Why Prof. William Ochieng’ is wrong on ‘Brown Notes’ at Universities
By Prof. Maurice N. Amutabi
I was surprised by the response from Prof. William Ochieng’ in Daily Nation of February 14, 2012 to my article which appeared in the Daily Nation on 26th Jan 2012, condemning the use of tattered notes by dons at universities in Kenya. I was astonished that there would be anyone defending university lectures who read old, yellow and brown notes to students instead of lecturing. In a piece mischievously entitled, “Amutabi talks tough, but show us his books,” Prof. Ochieng’ seems to suggest that he has published more books than me, which is inaccurate. He comes out as unapologetic defender of bad lecturers who shamelessly embarrass those of us who prepare adequately before going to lecture.
Many scholars know that Prof. Ochieng’ loves fights, especially in public. Like the vintage Ochieng’, he skips the important topic of bad teaching, the subject of my article, and moves to a different subject on books, where he mistakenly thinks he might have an advantage over me. For his information, I have more and better books than his. If he wants to contest this fact, our academic peers can be asked to compare our books. I wonder if he considers his little pamphlets titled First Word, Second World and Third Word which were churned out of his polemical and unsubstantiated articles in the press as books! Throughout his reaction to my article, Prof. Ochieng does not come out clean on whether he is a user of yellow notes (brown notes) or not.
Prof. Ochieng’s wants to be shown my books, and says that he will come to Nairobi to see them. Well, Prof. Ochieng’ should be advised that in this day and age, my books are just a mouse click away. He only needs to search for ‘Maurice Amutabi’ under any academic search engine and the books will all appear, ready for him to order. Travelling all the way from Maseno to Nairobi to be shown my books is really old school when they are all available on Aamzon.com. Some of my books are published abroad, unlike his which are mainly published at Kisumu and Nairobi. For his information, I have published more books in my university teaching career of less than 25 years compared to his stretching out for over four decades.
The Socratic style of lecturing is praised all over the world as the best, and I am therefore surprised that Prof. Ochieng is resisting it. While studying at the University of Nairobi, I admired my teachers such as Profs. Mwangi wa Gihumo, Korwa Adar, Njuguna Ng’ethe and Katete Orwa, who came to class only with chalk. They had confidence in what they taught and we really admired and applauded them. They remain my models of ideal intellectuals up to this day. Unlike those who taught Prof. Ochieng and who read from their old notes, my best lecturers did not read notes in class. They encouraged critical thinking because they did not pretend to know everything.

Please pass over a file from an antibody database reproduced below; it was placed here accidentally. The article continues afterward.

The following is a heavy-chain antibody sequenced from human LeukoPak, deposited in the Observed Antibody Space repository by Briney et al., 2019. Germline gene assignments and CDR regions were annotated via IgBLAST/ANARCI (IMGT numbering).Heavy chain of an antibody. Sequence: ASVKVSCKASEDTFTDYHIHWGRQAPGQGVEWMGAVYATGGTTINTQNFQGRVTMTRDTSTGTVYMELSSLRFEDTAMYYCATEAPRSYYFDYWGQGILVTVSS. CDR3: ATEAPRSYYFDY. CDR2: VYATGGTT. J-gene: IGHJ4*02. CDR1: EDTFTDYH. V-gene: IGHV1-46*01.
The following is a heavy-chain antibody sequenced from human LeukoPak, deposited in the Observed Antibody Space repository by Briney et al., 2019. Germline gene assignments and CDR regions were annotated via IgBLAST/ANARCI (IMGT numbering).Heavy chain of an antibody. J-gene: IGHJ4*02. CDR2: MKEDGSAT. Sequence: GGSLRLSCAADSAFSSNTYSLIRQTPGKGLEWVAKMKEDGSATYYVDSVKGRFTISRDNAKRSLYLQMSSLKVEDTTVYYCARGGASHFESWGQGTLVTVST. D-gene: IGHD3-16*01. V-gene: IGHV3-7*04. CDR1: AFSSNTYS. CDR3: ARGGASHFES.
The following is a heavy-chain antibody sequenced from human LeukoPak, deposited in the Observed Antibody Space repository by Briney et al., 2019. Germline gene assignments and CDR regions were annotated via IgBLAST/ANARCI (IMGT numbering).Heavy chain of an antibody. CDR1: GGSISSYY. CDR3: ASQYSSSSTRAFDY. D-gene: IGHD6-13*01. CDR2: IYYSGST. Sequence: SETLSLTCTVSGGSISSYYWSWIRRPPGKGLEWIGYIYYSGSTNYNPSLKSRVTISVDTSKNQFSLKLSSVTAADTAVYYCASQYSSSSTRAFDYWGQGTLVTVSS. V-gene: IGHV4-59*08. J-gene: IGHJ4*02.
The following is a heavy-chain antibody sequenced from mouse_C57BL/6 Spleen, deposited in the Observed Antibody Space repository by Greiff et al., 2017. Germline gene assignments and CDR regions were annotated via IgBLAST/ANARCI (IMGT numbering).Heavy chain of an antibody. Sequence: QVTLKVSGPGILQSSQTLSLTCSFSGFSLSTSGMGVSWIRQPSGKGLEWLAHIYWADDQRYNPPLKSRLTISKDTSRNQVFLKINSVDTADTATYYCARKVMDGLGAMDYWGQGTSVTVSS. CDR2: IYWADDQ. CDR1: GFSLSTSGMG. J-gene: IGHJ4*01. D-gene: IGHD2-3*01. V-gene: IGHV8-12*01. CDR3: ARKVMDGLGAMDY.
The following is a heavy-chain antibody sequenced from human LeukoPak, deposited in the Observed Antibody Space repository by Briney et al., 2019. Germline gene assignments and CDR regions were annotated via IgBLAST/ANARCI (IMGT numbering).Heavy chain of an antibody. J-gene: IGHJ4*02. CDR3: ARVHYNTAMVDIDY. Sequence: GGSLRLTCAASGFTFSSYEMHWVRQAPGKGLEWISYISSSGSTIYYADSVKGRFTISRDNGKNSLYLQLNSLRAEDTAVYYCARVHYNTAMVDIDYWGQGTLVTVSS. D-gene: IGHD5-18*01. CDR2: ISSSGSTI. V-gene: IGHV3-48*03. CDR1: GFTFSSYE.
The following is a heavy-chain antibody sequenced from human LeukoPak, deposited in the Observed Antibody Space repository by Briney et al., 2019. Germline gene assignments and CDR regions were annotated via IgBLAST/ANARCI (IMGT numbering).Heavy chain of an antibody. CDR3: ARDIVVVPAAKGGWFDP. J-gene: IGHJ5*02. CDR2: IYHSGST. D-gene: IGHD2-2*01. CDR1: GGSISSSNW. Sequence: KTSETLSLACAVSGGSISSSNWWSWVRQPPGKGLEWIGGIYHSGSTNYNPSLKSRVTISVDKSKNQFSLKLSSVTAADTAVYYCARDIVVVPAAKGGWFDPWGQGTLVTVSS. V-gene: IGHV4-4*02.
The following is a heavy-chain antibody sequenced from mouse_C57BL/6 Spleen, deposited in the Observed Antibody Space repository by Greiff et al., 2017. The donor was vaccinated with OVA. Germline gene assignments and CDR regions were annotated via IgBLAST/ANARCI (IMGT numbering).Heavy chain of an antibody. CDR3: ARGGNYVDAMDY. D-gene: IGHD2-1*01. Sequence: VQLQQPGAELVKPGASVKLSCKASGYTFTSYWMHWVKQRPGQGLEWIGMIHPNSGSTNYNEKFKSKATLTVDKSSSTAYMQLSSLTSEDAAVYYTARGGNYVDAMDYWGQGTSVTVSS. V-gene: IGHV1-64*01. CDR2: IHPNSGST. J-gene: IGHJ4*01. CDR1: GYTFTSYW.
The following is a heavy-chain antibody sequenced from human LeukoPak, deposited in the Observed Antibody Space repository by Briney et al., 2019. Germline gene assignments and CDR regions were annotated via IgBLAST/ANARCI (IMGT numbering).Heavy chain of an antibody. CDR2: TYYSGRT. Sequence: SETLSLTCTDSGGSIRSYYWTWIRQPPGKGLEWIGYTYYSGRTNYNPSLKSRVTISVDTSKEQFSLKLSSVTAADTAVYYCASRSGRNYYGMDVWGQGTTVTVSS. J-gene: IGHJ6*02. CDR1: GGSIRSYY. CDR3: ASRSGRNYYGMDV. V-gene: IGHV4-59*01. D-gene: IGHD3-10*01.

Prof. Ochieng may want to know that I received overwhelming response from hundreds of readers; mainly university students and professors who agreed with the views expressed in the article. If he had an e-mail account, I would have forwarded them to him. One university professor said that the notes are nowadays ‘brown’ and no longer yellow due to age, oxidation, and exposure to dust due to campus shuttling. My mailbox was flooded with messages of support and solidarity, where many students gave macabre details on how some lecturers even carry textbooks to class to read to them. Some recounted cases where PowerPoint slides did not help much as lecturers simply read them loud, word for word.
Ochieng mentions Prof. B.A Ogot as an example of a renowned professor who reads notes to his students. I happen to have listened to Prof. Ogot many times and he does not read his. I have met many of Ochieng’s students and many have told me that he has major challenges in embracing the Socratic Method because he loves to read his notes in class. I challenge him to contact any of my former students on the same, and he will be pleased to know that I preach water and drink water, not wine.
Prof. Amutabi teaches at the Catholic University of Eastern Africa, Nairobi. Amutabi@yahoo.com